Clooney’s Batman cameo in The Flash is a short-lived in-universe joke aimed at those who know not only that he played Batman for Joel Schumacher, but that he hated it, while also paying off the promise of the DC Multiverse that literally anything is possible. Nic Cage as Superman? You got it. George Clooney as an older Bruce Wayne? Why, of course! Henry Cavill as Superman? Absolutely not. So, almost anything is possible.

The new DCU Batman may well be older than Robert Pattinson’s Batman, given he will apparently fight crime alongside his son Damian Wayne as Robin, but he’ll very likely be younger than Affleck’s Batman. It would be illogical to establish a new Batman who is closing in on retirement age, particularly when two of the last three live-action Batman actors have been part of stories that retired them from crime fighting. In that context, George Clooney couldn’t be the DCU Batman even if he wanted to.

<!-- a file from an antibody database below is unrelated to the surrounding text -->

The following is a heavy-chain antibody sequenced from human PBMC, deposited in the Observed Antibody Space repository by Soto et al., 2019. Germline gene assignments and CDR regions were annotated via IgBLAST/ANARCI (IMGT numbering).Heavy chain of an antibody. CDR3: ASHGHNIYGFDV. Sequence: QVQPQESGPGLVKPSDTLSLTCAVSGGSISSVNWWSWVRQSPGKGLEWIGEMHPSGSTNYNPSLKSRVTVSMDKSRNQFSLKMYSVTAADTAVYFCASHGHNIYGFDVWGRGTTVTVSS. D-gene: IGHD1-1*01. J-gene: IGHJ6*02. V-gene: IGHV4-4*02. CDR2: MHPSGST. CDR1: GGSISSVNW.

Related: 15 Biggest Factors In The Flash’s Historic Box Office Bomb

Why George Clooney Is Batman In The Flash

The Flash George Clooney Batman

Rather infamously, George Clooney played Bruce Wayne in Batman & Robin, replacing Val Kilmer for Joel Schumacher’s hated sequel. Clooney has gone on record to say he regrets playing Batman, lamenting the quality of Batman & Robin and going as far as apologizing for his part in it. Clooney’s cameo in The Flash is essentially a meta-joke that embraces all of that colorful context in the same way that Nicolas Cage’s Superman cameo plays into the rich, ridiculous narrative around the failed Superman Lives. They’re both laser-targeted nostalgia gags that alienate anyone unaware of the full DC movie context.